How many people are on Universal Credit? Millions who are on a low-income, are out of work or cannot work are on the benefit

Those who take out universal credit include those with low incomes, the unemployed, or those unable to work.

It is a benefit granted to applicants every month and includes a fixed allowance and all extras.

Universal credit was first examined by the government when the Conservatives formed a coalition with the Liberal Democrats.

However, it wasn’t introduced until 2013 when it was tested in some northwestern zip codes, with a full-service roll-out through December 2018.

Universal Credit is replacing six legacy benefits, and the transfer of individuals from these benefits to Universal Credit is not expected to be complete before 2024.

So how many people have universal credit and are claiming the benefit? Here’s what we know

How many people have universal credit?

Approximately 6 million people receive the Universal Loan Benefit, which covers those who are on low income, have no work, or simply cannot work.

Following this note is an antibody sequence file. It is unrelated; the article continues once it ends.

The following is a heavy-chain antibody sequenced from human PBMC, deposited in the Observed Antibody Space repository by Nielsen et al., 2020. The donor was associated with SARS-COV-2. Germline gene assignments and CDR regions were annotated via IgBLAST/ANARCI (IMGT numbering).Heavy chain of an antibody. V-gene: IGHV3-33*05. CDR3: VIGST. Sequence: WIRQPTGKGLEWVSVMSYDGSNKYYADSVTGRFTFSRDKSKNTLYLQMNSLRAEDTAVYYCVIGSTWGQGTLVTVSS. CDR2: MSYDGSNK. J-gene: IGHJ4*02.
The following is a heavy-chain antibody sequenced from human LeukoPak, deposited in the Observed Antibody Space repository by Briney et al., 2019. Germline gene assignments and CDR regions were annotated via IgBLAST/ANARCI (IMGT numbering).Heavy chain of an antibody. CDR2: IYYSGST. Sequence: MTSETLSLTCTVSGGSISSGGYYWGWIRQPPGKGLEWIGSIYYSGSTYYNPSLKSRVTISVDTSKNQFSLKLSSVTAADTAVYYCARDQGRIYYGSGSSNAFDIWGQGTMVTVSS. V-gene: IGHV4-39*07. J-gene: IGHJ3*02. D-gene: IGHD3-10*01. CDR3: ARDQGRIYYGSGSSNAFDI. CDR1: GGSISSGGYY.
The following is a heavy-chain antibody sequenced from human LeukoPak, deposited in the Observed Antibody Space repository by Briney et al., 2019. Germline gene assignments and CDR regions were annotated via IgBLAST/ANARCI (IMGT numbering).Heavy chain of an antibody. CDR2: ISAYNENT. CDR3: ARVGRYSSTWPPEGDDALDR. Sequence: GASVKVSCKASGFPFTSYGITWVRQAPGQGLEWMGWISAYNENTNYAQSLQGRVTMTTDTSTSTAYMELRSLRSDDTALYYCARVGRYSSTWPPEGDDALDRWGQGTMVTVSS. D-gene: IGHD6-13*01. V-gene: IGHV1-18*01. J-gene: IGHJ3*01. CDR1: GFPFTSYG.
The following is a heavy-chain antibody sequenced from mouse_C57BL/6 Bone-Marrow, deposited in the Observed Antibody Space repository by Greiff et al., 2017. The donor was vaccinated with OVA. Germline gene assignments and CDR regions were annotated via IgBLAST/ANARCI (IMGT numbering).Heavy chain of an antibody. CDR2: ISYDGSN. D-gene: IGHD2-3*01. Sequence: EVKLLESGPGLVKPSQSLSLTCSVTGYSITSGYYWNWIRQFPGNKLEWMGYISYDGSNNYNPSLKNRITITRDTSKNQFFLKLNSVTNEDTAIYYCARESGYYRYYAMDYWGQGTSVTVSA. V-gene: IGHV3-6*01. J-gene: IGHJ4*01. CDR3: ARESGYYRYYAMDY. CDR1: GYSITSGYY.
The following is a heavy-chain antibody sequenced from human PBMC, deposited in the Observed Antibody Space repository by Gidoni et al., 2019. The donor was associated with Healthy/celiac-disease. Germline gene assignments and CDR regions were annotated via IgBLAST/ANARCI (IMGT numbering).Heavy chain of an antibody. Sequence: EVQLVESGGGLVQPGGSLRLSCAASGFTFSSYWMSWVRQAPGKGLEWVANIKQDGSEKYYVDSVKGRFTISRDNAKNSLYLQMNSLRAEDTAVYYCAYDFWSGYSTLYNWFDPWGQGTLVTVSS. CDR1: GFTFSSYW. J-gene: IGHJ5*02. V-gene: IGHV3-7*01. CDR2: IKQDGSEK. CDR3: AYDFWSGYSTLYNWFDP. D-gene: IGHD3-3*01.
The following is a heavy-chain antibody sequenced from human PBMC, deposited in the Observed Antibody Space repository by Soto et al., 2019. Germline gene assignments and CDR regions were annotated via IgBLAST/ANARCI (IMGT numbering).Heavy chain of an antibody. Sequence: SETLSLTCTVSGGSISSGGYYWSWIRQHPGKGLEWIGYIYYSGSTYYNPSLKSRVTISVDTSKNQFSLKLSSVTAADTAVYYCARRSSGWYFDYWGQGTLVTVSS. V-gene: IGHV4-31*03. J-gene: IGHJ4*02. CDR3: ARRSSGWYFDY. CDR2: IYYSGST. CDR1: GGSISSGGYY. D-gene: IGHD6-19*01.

Universal Credit replaces Income-Related Unemployment Allowance, Income-Related Employment and Support Allowance, Income Allowance, Employment Tax Credit, Child Tax Credit, and Housing Benefit.

The claimed amount is based on a budget and those receiving Universal Credit will receive payment once a month.

This payment consists of a standard allowance plus extras, depending on whether you have a disability, illness or other needs.

Those who claim that their circumstances are assessed each month and the funds they receive will depend on what is ascertained during the “assessment phase”.

Still, most Universal Credits applicants have received an increase in their monthly payment of £ 20 per week due to the coronavirus pandemic.

Read more: Who gets universal credit? The £ 20 per week benefit pay increase will end next week

However, this has been withdrawn as of today (Wednesday 6 October) as the government insisted that the increase was only a “temporary” measure.

Torsten Bell, CEO of the Resolution Foundation think tank, said 4.4 million households would see their incomes drop by £ 1,000 overnight.

“For 1 million households, it means an immediate loss of more than 10% of their income if we bring the basic benefit rate to its lowest level since 1990,” he wrote on the social media website Twitter.

The government has insisted that those affected and those in particular need should apply to their local council for some budget support fund money.


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